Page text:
The Best & Worst Depictions Of Abortion In TV & Film

Hollywood has long been reluctant to offer realistic depictions of what it’s like to end a pregnancy, despite the fact that roughly 1 in 3 American women will have an abortion before age 45. When it does summon the courage to address the issue at all, Tinseltown has too often distorted the facts or reverted to misogynist stereotypes — like the helpless damsel or the hysterical mistress. That’s not to say we haven’t made progress since 1928’s Road to Ruin, one of the first films to include an abortion storyline. In that film, a teenager gets an abortion and subsequently, as a form of cosmic punishment, is mysteriously burned alive in bed.

From the laughably absurd to the refreshingly frank, here some of the best and worst portrayals of abortion on film and TV.

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Director Anu Valia partnered with Refinery29's Shatterbox Anthology to create "Lucia, Before and After"—an unflinching depiction of the hurdles rural women still face in the battle to exercise their right to choose. A stark portrait of Texas' 24-hour waiting periods, inaccessible clinics, and pre-procedure ultra-sounds, "Lucia, Before and After" reminds us of the debilitating limitations imposed on abortion as a constitutionally-enshrined right, even 44 years after Roe vs. Wade. Check out this remarkable film here.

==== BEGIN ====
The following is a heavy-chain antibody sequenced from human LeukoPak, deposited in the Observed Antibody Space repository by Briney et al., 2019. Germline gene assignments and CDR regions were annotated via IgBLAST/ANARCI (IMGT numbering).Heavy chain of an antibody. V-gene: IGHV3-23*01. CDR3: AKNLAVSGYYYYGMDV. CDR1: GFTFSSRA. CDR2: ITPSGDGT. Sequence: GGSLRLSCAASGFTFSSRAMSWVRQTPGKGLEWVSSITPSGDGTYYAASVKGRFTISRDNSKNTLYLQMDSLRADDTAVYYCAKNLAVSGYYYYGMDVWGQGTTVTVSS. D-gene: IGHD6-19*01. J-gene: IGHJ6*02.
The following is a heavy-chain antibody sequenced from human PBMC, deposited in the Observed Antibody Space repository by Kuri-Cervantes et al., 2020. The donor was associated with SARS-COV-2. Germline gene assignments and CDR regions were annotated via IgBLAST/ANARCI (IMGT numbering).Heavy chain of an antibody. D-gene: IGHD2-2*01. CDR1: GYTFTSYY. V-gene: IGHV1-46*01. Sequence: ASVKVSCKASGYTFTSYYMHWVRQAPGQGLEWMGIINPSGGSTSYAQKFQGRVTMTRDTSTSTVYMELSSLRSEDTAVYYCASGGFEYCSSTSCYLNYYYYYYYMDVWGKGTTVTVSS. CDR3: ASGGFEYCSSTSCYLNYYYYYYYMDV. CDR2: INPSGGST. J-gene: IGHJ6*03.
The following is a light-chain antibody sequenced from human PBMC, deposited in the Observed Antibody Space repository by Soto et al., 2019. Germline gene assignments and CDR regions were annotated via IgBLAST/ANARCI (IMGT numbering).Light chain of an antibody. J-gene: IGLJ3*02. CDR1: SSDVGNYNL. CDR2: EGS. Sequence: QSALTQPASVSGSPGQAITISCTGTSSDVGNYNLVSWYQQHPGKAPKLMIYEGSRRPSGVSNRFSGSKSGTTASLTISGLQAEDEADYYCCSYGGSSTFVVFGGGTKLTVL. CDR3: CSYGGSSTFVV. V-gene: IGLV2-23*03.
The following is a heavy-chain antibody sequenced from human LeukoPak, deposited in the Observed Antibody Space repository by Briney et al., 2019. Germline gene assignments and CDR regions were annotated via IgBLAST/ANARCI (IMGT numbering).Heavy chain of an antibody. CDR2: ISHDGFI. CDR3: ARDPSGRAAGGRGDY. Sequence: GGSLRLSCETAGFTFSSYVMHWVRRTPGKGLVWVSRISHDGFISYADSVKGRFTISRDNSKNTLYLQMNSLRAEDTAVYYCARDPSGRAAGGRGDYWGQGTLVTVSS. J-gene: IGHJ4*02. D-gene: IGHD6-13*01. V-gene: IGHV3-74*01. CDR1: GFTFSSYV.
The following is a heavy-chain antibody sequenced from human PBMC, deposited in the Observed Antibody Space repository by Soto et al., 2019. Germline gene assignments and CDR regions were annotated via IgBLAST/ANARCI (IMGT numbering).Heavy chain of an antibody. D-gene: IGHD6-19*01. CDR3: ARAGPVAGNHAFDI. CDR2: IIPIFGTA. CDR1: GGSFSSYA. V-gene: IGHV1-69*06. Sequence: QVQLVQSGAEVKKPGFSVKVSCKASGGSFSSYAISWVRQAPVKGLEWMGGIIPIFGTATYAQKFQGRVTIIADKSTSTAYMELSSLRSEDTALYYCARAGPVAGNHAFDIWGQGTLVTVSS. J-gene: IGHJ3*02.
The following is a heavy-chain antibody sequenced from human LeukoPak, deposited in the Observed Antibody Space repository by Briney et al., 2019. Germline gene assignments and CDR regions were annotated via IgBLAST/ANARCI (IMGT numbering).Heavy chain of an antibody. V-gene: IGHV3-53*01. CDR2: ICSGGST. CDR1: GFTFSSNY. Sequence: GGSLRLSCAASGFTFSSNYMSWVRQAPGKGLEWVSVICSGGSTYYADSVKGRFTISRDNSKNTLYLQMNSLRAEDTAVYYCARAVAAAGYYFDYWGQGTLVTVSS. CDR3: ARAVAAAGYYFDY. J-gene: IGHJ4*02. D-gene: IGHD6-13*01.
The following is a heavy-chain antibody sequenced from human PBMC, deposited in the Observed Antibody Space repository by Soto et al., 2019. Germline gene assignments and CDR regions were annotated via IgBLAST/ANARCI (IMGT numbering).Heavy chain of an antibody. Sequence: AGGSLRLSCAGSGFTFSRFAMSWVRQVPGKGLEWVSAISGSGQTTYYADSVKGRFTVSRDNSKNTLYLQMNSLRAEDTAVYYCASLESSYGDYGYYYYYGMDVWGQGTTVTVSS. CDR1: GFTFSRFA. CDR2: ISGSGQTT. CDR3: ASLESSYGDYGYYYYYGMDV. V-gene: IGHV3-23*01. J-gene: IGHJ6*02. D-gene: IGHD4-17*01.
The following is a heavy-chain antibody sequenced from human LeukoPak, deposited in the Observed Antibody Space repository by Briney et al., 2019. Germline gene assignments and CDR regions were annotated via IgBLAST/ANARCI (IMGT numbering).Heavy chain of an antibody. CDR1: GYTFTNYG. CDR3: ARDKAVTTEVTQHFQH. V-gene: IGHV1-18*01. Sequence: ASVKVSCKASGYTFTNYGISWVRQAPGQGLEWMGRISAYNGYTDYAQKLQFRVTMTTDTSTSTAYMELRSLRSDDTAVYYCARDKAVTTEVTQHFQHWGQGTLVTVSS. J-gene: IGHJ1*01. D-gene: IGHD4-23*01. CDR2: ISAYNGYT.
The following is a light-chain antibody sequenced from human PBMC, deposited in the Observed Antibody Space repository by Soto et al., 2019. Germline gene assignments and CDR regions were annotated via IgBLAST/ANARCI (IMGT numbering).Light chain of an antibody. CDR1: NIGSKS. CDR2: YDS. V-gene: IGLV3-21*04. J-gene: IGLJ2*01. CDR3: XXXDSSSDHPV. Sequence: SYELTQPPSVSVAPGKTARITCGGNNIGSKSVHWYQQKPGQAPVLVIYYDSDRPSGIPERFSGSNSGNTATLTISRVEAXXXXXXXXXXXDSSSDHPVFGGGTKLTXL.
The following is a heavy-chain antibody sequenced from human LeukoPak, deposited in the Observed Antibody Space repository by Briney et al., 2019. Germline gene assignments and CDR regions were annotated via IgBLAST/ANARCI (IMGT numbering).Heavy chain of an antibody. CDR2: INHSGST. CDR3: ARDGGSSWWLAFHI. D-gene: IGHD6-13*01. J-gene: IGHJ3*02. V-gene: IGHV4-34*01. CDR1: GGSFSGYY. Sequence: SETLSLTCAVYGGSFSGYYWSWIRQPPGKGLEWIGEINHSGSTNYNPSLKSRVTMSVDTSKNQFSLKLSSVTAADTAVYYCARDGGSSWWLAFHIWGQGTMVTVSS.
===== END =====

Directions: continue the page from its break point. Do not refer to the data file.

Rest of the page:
Just 7% of 2016's top films were directed by women. Refinery29 wants to change this by giving 12 female directors a chance to claim their power. Our message to Hollywood? You can't win without women. Watch new films every month on and Comcast Watchable.
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The Worst

Knocked Up
(2007): This movie — about two apparently incompatible strangers whose one-night stand results in an unintended pregnancy — manages the rather extraordinary feat of never even uttering the word “abortion.” Instead, like grown-ups discussing a taboo subject around children, the characters quickly mention — and dismiss — the possibility of getting “a shmashmortion at the shmashmortion clinic.” Uh…thanks for sparing our fragile ears?
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Juno (2007): When Juno, a high-school student, discovers she’s pregnant, she has a lot going for her —including her awesome, super-supportive parents and friends. The reality is much more challenging for many teens facing an unintended pregnancy. The last thing they need is to be scared into thinking that women’s health clinics are sketchy, unclean places with rude, intrusive staff (as they are lazily caricatured in this film). Whimsy and sarcasm are fine and all, but a taste for indie music alone isn’t enough to get you through the complexities that come with being pregnant.